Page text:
A princely sum of N13.642 billion has been released to pay hazard allowances and group life insurance to health workers and federal civil servants, the Federal Government announced on Sunday.
The announcement came on a day the National Association of Resident Doctors (NARD) said it was suspending its one-week-old strike for four weeks to give the government more time to meet its demands.
But the government said it has resolved all the issues raised in the doctors’ 14-day strike.
It described the “inexplicable strike as a dangerous setback for the nation’s efforts at tackling the Coronavirus pandemic.”
Besides the resolution of the issues, the government also unveiled juicy packages for frontline health workers in the battle against COVID-19.
Information and Culture Minister Lai Mohammed dropped the hint at a joint news briefing in Abuja with Health Minister Dr. Osagie Ehanire and Labour and Productivity Minister, Dr. Chris Ngige.
They trio said the Federal Government had trained over 33,000 workers on how to manage COVID-19.
Mohammed said: “It is pertinent to say that the issues raised by the Association, while issuing its ultimatum on June 1st have received or are receiving full attention.
“Personal Protective Equipment (or PPE) have been supplied to all state and federal tertiary hospitals and funds for the same have been provided in the revised 2020 budget.
“Implementation of the Residency Training programme was backed by the National Assembly, which provided N4 billion in the revised 2020 Budget, while the ministry of Health is working with the National Salaries, Incomes and Wages Commission (NSIWC) to build a template to assure same in the personnel cost of next year’s budget.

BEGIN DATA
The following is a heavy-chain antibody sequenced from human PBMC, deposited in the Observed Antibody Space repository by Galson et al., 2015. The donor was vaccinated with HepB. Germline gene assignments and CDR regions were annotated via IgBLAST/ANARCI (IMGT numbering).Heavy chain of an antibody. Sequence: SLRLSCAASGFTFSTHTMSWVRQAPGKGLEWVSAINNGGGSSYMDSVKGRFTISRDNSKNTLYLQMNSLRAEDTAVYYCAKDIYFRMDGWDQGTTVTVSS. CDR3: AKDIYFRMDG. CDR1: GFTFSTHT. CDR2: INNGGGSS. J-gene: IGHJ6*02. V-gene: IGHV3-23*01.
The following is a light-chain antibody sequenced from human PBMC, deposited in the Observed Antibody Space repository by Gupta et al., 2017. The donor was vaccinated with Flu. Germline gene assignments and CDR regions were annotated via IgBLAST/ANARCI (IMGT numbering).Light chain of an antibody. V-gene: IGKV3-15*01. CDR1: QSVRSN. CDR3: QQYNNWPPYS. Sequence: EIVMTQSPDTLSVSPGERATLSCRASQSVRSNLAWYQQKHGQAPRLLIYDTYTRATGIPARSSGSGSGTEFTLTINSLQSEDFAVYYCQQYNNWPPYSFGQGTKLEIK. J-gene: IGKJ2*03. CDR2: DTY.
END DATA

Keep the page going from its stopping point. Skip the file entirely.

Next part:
“We have also paid N9 billion as premium for Group Life Insurance to all our health workers and N4,642,485,146.00 as Special Hazard Allowance to health workers as already acknowledged in at least 35 hospitals.
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“Please note that the payment of COVID-19 Special Hazard Inducement allowances are based on the following four templates:
50% of consolidated basic salary to all workers in Covid-19 designated Hospitals and centres
40% of consolidated basic salary to health workers in Non-COVID-19 designated centres and Hospitals
10% of consolidated basic salary to Non-Health Professionals engaged in those centres
20% of consolidated basic salary special allowance to all health workers directly managing COVID-19 patients in treatment and isolation centres
“In summary, a total of 55,031 health workers in 35 COVID-19 designated hospitals and medical centres have been paid special hazard allowance totaling N4, 642,485,146.00 as of today (yesterday) and more payments are being processed.
“Other matters relating to non-payment of arrears dating as far back as 2014 or salaries owed by state governments, are either in court, or beyond the power of the Federal Ministry of Health to resolve.
“Gentlemen, despite the payment of the hazard allowance and the group life insurance, the provision of PPE as well as addressing other issues raised by the resident doctors, they still opted to proceed on strike.
“This is happening at a time the nation is battling a pandemic of immense proportions. This inexplicable strike is a dangerous setback for the nation’s efforts at tackling the pandemic.”
He explained in details what the government has done to protect health workers in the frontline against COVID-19 pandemic.
Speaking further on COVID-19 and the health workers, Mohammed said: “ As we have always said, the health workers are our heroes. They have been in the forefront of the efforts to contain the pandemic. In the process, many have been infected with the virus.